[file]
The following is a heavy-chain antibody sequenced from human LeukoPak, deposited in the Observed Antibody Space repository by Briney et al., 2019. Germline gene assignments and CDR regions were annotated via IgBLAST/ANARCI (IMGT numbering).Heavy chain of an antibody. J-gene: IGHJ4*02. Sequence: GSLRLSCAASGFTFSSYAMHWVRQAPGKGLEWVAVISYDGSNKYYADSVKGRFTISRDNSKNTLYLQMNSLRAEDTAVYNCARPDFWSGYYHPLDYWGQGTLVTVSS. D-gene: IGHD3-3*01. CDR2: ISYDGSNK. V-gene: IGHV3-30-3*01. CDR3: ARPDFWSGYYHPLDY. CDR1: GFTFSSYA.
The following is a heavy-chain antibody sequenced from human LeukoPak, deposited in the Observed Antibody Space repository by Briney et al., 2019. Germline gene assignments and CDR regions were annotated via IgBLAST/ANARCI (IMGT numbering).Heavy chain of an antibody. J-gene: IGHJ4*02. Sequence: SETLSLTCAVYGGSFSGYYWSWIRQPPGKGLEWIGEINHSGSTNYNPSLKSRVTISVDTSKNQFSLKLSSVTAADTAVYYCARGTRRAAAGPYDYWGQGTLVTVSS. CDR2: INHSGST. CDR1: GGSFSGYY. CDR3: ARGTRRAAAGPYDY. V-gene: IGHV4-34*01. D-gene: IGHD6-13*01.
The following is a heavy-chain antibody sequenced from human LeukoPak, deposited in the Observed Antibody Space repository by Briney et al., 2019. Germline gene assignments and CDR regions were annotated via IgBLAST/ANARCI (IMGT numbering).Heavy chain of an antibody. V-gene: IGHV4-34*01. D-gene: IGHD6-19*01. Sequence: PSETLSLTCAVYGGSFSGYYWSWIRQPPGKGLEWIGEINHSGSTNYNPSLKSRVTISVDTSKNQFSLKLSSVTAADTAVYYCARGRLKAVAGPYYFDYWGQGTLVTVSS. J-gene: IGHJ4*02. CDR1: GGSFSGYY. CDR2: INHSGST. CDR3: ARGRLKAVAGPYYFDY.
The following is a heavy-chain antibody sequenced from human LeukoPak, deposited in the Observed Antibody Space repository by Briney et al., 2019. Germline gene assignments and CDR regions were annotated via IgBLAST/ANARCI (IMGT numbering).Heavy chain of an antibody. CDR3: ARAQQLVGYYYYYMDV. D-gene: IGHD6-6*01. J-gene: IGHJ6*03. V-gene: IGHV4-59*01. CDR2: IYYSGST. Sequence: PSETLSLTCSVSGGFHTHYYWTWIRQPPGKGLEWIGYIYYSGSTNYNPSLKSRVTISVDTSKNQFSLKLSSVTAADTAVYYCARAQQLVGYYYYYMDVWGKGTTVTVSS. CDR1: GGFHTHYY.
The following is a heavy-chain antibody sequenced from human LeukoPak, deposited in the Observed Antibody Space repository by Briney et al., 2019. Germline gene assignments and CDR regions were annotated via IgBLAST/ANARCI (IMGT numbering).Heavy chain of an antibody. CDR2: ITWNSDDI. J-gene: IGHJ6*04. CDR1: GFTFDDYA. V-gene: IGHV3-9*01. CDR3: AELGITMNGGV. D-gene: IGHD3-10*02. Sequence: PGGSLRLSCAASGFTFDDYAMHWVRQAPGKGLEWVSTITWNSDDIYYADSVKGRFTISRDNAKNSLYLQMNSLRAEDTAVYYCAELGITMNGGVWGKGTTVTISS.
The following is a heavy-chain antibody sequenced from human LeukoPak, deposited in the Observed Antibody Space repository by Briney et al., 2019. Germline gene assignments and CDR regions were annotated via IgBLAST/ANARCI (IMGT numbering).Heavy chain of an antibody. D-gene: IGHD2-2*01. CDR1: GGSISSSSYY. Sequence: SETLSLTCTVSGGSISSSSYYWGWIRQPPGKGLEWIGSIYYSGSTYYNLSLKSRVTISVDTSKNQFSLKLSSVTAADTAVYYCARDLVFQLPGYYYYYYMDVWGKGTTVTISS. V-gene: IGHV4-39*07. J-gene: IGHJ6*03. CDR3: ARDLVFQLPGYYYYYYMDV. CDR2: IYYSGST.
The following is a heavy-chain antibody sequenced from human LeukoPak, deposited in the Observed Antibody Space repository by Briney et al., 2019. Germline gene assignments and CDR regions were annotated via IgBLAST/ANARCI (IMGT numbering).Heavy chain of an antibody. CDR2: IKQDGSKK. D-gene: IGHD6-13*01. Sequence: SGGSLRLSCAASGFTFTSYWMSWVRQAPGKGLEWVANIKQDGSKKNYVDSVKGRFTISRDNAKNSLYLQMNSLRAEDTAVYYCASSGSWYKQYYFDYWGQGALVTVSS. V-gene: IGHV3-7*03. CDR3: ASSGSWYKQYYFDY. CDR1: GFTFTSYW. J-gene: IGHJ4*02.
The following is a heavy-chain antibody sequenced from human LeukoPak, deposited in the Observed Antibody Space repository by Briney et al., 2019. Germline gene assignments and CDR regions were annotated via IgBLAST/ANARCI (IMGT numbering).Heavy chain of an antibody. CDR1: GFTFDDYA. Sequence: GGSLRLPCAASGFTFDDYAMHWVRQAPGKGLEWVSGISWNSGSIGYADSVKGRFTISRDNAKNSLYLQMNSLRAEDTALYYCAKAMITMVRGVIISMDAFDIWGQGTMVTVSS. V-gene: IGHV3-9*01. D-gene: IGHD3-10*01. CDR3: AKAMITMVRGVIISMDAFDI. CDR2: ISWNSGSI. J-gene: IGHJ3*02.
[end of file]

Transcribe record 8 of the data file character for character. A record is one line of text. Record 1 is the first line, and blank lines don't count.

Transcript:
The following is a heavy-chain antibody sequenced from human LeukoPak, deposited in the Observed Antibody Space repository by Briney et al., 2019. Germline gene assignments and CDR regions were annotated via IgBLAST/ANARCI (IMGT numbering).Heavy chain of an antibody. CDR1: GFTFDDYA. Sequence: GGSLRLPCAASGFTFDDYAMHWVRQAPGKGLEWVSGISWNSGSIGYADSVKGRFTISRDNAKNSLYLQMNSLRAEDTALYYCAKAMITMVRGVIISMDAFDIWGQGTMVTVSS. V-gene: IGHV3-9*01. D-gene: IGHD3-10*01. CDR3: AKAMITMVRGVIISMDAFDI. CDR2: ISWNSGSI. J-gene: IGHJ3*02.